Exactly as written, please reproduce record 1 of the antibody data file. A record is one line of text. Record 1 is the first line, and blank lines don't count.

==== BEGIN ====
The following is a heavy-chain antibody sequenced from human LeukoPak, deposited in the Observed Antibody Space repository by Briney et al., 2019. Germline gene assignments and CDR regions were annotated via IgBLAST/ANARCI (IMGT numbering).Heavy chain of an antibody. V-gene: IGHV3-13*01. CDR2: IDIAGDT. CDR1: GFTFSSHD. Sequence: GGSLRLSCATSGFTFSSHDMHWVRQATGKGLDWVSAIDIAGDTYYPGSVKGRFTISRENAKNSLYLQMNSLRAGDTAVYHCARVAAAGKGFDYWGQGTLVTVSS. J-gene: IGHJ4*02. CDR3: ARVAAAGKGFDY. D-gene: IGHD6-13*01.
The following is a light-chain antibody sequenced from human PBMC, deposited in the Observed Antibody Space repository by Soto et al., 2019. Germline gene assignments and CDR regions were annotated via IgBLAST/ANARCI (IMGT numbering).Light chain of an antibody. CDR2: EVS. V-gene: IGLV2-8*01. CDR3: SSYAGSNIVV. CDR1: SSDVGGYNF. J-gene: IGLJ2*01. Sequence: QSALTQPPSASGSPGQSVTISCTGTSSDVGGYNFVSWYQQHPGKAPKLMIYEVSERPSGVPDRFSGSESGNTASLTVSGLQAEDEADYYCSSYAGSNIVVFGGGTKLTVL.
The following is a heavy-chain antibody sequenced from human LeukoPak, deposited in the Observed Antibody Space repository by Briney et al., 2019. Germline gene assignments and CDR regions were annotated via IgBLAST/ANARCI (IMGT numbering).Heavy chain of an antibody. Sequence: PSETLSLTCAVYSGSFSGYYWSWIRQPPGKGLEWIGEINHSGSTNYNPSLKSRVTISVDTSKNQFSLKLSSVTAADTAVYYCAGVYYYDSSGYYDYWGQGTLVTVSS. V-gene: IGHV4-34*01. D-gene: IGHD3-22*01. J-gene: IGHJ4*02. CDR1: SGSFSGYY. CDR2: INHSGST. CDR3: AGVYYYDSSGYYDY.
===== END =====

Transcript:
The following is a heavy-chain antibody sequenced from human LeukoPak, deposited in the Observed Antibody Space repository by Briney et al., 2019. Germline gene assignments and CDR regions were annotated via IgBLAST/ANARCI (IMGT numbering).Heavy chain of an antibody. V-gene: IGHV3-13*01. CDR2: IDIAGDT. CDR1: GFTFSSHD. Sequence: GGSLRLSCATSGFTFSSHDMHWVRQATGKGLDWVSAIDIAGDTYYPGSVKGRFTISRENAKNSLYLQMNSLRAGDTAVYHCARVAAAGKGFDYWGQGTLVTVSS. J-gene: IGHJ4*02. CDR3: ARVAAAGKGFDY. D-gene: IGHD6-13*01.